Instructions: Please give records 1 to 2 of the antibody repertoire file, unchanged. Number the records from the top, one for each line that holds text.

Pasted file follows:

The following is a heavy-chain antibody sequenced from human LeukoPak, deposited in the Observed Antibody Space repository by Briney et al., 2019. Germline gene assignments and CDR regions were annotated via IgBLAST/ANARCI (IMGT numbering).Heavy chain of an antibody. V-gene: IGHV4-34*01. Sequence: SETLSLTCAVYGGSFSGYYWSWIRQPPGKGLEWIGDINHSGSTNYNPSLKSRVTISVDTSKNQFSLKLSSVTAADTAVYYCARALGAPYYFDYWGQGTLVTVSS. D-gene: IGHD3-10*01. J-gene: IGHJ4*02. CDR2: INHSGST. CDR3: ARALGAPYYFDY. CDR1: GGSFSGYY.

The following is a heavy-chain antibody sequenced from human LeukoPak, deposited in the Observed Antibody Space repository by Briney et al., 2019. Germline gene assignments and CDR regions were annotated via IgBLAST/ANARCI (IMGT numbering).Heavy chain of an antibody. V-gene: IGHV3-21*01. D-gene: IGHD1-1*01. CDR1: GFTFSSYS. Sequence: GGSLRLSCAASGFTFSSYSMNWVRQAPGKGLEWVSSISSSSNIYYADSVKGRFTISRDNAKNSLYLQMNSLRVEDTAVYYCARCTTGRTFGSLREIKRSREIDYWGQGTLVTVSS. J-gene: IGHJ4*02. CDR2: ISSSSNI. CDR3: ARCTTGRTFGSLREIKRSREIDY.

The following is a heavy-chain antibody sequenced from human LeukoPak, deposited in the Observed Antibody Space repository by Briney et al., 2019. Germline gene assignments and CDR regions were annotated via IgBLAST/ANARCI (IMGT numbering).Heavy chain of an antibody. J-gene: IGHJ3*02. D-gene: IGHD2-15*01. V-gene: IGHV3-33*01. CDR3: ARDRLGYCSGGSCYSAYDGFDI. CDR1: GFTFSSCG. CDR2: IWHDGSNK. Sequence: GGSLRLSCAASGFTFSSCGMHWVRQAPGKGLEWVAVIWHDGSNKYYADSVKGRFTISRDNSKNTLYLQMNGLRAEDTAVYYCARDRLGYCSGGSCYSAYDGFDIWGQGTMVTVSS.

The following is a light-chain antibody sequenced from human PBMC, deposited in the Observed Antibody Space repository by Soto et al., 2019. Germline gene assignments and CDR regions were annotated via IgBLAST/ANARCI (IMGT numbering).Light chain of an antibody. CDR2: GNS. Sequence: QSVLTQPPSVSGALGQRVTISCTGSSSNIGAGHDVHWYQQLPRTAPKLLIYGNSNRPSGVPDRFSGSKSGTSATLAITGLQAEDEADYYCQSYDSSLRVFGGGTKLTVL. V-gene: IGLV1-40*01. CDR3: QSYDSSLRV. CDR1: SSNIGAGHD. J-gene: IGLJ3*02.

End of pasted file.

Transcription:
The following is a heavy-chain antibody sequenced from human LeukoPak, deposited in the Observed Antibody Space repository by Briney et al., 2019. Germline gene assignments and CDR regions were annotated via IgBLAST/ANARCI (IMGT numbering).Heavy chain of an antibody. V-gene: IGHV4-34*01. Sequence: SETLSLTCAVYGGSFSGYYWSWIRQPPGKGLEWIGDINHSGSTNYNPSLKSRVTISVDTSKNQFSLKLSSVTAADTAVYYCARALGAPYYFDYWGQGTLVTVSS. D-gene: IGHD3-10*01. J-gene: IGHJ4*02. CDR2: INHSGST. CDR3: ARALGAPYYFDY. CDR1: GGSFSGYY.

The following is a heavy-chain antibody sequenced from human LeukoPak, deposited in the Observed Antibody Space repository by Briney et al., 2019. Germline gene assignments and CDR regions were annotated via IgBLAST/ANARCI (IMGT numbering).Heavy chain of an antibody. V-gene: IGHV3-21*01. D-gene: IGHD1-1*01. CDR1: GFTFSSYS. Sequence: GGSLRLSCAASGFTFSSYSMNWVRQAPGKGLEWVSSISSSSNIYYADSVKGRFTISRDNAKNSLYLQMNSLRVEDTAVYYCARCTTGRTFGSLREIKRSREIDYWGQGTLVTVSS. J-gene: IGHJ4*02. CDR2: ISSSSNI. CDR3: ARCTTGRTFGSLREIKRSREIDY.